Jonathan T. Hagstrum, U.S. Geological Survey

The Geophysical Basis of Avian Homing and Migration: Infrasonic Map Cues Coupled to the Atmosphere from Microseismic Waves

  • DINNER MEETING - Tuesday, May 13, 2008
  • Location: Stanford University

  • 5:30 PM-Social (3/4) Hour: . . . Hartley
  • 6:15 PM-Dinner: . . . Hartley
  • 7:30 PM-Meeting: . . . GeoCorner Room 320-105

    see Map showing Mitchell and GeoCorner Room 320

    Anyone wishing to attend the lecture only is welcome at no cost.

    This will be the 397th meeting since 1954


    Transmission of infrasound (0.14 Hz) from the Cornell University pigeon loft near Ithaca, NY, north to the site of a successful release at Weedsport, NY, on September 21, 1972.

    After more than 50 years of intensive biological study, the ability of homing and migratory birds to navigate over great distances remains a mystery. Natural infrasounds (low-frequency acoustic waves) have been considered as possible map cues, but no perennial geographic source has been identified and no supporting evidence of its actual use has been found. Laboratory tests, however, show that pigeons (the experimental subject of choice) can detect sounds down to at least 0.05 Hz, and infrasounds can travel over several thousand km in the atmosphere with relatively little attenuation. Other experimental results have been interpreted as supporting either of the currently favored concepts of birds using olfactory or magnetic map cues. Neither of these hypotheses, however, can explain common observations from homing release experiments, and the field has been at an impasse for several decades. In this talk, a brief description of infrasonic waves and their passage through the atmosphere will be given, followed by accounts of previously unexplained release results. These examples include ‘release-site biases’ which are regular deviations of departing pigeons from the homeward bearing, an annual variation in homing performance observed only in Europe, difficulties orienting above temperature inversions and over lakes, and the perplexing disruption of pigeon races in the eastern United States and Europe. All of these irregularities can be consistently explained by the deflection or masking of infrasonic map cues by atmospheric conditions and topography or by other infrasonic sources (oceanic microbaroms, sonic booms), respectively. Results from an acoustic ray-tracing program using atmospheric rawinsonde data will also be presented in support of the acoustic-signal explanations. In conclusion, a perennial source of geographic infrasound generated by atmosphere-coupled microseisms, consistent with the available evidence, will be proposed.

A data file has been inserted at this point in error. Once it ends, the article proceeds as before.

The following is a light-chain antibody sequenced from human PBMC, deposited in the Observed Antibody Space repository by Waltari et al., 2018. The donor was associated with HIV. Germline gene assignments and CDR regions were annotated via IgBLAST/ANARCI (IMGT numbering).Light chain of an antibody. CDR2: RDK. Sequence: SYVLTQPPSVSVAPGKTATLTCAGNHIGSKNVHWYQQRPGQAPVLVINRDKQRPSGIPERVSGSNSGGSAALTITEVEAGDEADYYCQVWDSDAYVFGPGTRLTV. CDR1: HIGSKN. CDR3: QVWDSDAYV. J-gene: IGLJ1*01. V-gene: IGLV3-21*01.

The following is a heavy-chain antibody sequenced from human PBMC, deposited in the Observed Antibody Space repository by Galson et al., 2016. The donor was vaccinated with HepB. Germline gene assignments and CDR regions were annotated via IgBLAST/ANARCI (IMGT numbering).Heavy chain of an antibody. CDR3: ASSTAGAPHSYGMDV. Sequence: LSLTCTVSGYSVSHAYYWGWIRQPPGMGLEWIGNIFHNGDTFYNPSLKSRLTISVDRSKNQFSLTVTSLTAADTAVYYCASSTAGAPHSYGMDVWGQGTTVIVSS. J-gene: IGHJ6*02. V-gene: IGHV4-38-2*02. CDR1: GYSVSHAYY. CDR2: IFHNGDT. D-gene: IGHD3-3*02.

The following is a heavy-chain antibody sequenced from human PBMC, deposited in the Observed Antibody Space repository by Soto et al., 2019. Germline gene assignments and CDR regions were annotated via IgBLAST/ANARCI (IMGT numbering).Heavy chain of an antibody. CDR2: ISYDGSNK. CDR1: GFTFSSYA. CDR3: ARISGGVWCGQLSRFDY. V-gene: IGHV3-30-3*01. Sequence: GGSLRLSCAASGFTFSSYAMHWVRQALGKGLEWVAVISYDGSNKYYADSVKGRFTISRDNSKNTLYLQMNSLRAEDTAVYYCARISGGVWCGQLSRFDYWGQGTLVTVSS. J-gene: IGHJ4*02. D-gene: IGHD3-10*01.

About the Speaker

    passport-style photo of Jon

    Jon Hagstrum was graduated with a BA in Geology in 1976 from Cornell University, an MS in Geology in 1979 from the University of Michigan, and a Ph.D. in 1985 from Stanford University. Since 1979 he has worked as a research geophysicist with the USGS at Flagstaff, Ariz., Denver, Colo., and, beginning in 1981, Menlo Park, Calif. His body of work lies primarily within the fields of paleomagnetism, rock magnetism, geomagnetism and plate tectonics.

    Reservations: The preferred way to make reservations is simply to email John Spritzer at by May 9, tell him you will attend, commit to pay, and bring your payment to the meeting. John always emails a confirmation; if you don’t get one, assume email crashed yet again and email him a second time. A check made to “PGS” is preferred, payable at the meeting.

    If you want to pay in advance:

    Everyone (including Stanford folks now) Please make dinner reservations by May 9. Contact John Spritzer, at U.S. Geological Survey, 345 Middlefield Road, MS-973 Menlo Park, CA 94025, Tel.: (650) 329-4833. Send check made out to “PGS” to John.

    Dinner is $30.00. Includes wine (5:30 to 6:15 PM.) and dinner (6:15-7:30 PM.).

    For students from all universities and colleges, the dinner, including the social 3/4-hour, is $5.00 and is partially subsidized thanks to the School of Earth Sciences, Stanford University (Note, no-show reservations owe the full price).

    Doris, whose wonderful crew prepares our meals, asked that we let you know that people who are late RSVPing and people who show up without a reservation will be welcome but that they will be eating on paper plates with plastic utensils (food supply permitting).

    Dues for Academic Year 2007-2008 ($10.00) should be sent to John Spritzer, U.S. Geological Survey, 345 Middlefield Road, MS-973 _Menlo Park, CA 94025. John’s phone: (650) 329-4833.

    Officers: Tom Moore, President; Keith Howard, Vice President; Mike Diggles, Secretary; John Spritzer, Treasurer; Elizabeth Miller, PGS Stanford University Coordinator

    Campus map

    Future Events

    Date created: April 29, 2008
    Last modified: April 30, 2008
    Created by: Mike Diggles, Webmaster-Secretary, PGS.

    c/o U.S. Geological Survey, MS-951, 345 Middlefield Road, Menlo Park, CA 94025. (650) 329-5404. email Mike Diggles at

    Back to PGS Home Page